Twenty strokes signaled that there was trouble, though no one would have suspected a tumor.
It was a typical Monday morning meeting in my boss' office — a real neck-snapper. Therefore, when I got up to return to my desk, it was not surprising that my left leg and foot had no feeling. What limbs would be able to remain awake under such circumstances?
It took longer than normal to revive my foot, as I marched around my desk, waiting for the ginger ale-like feeling that comes when sensation returns. Though there wasn't any of that, normal feeling came back and I returned to work.
On Tuesday, all was normal, so I didn't give the incident any more thought until Wednesday. While working from home and typing away at my desk, I noticed that my left foot and leg were again missing, in terms of sensation. My legs were crossed, so I imagined that I had cut off circulation yet again, and felt no genuine concern. It happened several more times, which prompted me to get up, head for my bedroom and stretch my legs out on the bed while sitting upright. Doing so seemed to restore functionality in about ten minutes.
Satisfied by that scenario, I pushed all worries aside. But on Thursday morning, it happened several more times, and once, when I rose to head for the bedroom, my head swam in the most alarming and unusual way, with extreme dizziness and feelings I had never experienced before. That raised enough of a red flag to prompt me to call my local primary care physician's office. I secured an appointment for the afternoon.
When I appeared before my doctor's husband, a DO whom I had not met before, he became very agitated by the fact that my blood pressure was 212/102 and said I had to go to the Emergency Department (ED) immediately, because he was afraid I was going to have a stroke. Looking at his quivering face, I was afraid that he was the one headed for a stroke, but I dutifully set off and drove myself to the hospital, which was about a half hour away by car. I was terrified and shaken, and arrived expecting to be recognized (he had promised to call ahead and fill them in) and taken right in. Instead, the ED admitting nurse asked me to take a seat and fill out some forms. I suggested that we forgo the paperwork and explained why. She ushered me right in.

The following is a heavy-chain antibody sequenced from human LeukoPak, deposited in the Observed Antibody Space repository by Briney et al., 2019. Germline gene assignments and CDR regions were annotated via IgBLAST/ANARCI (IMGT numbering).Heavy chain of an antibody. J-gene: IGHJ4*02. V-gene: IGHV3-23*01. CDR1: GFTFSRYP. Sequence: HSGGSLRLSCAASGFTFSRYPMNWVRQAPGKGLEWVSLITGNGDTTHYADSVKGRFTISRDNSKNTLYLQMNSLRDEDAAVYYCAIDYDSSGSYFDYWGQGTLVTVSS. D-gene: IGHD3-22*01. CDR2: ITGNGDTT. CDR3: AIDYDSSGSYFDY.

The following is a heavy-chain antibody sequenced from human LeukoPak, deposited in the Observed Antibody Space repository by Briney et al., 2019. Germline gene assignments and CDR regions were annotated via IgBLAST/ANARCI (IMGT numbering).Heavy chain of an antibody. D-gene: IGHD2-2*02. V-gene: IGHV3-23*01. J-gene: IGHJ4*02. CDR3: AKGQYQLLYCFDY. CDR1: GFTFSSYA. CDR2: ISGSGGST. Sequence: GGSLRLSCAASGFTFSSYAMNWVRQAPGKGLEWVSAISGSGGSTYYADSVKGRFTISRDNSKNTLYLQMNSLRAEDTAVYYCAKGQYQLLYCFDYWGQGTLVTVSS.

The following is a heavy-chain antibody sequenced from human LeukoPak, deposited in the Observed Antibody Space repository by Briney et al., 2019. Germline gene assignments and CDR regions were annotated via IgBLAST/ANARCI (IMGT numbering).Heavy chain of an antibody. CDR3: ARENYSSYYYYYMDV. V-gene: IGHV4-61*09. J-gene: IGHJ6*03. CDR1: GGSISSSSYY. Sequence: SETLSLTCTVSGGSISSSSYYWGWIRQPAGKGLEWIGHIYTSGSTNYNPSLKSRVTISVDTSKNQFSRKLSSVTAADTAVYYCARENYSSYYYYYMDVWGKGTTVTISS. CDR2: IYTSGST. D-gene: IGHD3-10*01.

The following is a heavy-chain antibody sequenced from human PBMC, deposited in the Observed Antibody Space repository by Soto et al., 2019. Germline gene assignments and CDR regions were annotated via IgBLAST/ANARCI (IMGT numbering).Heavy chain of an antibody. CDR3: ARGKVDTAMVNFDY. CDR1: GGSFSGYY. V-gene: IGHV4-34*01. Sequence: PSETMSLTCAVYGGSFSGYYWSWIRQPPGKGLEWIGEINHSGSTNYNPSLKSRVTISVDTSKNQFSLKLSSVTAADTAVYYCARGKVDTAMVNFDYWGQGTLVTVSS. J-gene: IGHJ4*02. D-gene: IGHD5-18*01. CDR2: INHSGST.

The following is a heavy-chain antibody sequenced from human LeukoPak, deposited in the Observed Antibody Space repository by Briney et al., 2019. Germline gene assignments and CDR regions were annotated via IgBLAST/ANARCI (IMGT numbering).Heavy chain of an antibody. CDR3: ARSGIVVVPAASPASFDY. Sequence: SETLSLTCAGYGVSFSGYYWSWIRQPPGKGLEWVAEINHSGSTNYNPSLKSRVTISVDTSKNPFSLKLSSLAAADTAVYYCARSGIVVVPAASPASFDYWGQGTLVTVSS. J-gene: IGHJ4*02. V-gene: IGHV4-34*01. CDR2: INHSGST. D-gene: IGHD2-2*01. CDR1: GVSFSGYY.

I was given nitroglycerin to control my blood pressure, rushed into the first of many CTs, then returned to the patient bay in the ED to await further processing. The ED's on-call doctor did a thorough examination, stopping to comment on a mass he detected in my abdominal area, which he asked his assistant to confirm. She felt it, too. This finding resulted in another CT, one of 11 I would have over a 27-day period. They also sent me for my first MRI, which was quite challenging because of my migraine headache and claustrophia.
Based on their findings, a joint decision was made to admit me, analyze the CT and MRI results, and then determine the next course of action.
In the morning, a team appeared and surrounded my bed. The lead doctor said that I had a palpable mass in my abdomen and should be moved to Maine Medical Center in Portland, where they had surgeons on staff who were better equipped to help me. The complexity of my case stemmed from the fact that I had already had twenty strokes by that time, and now I had a palpable mass. It was a real head-scratcher for the entire team; they were wise to move me to a larger facility.
An ambulance was arranged and I went for a one-hour ride on Friday morning, to the massive Maine Medical Center ...
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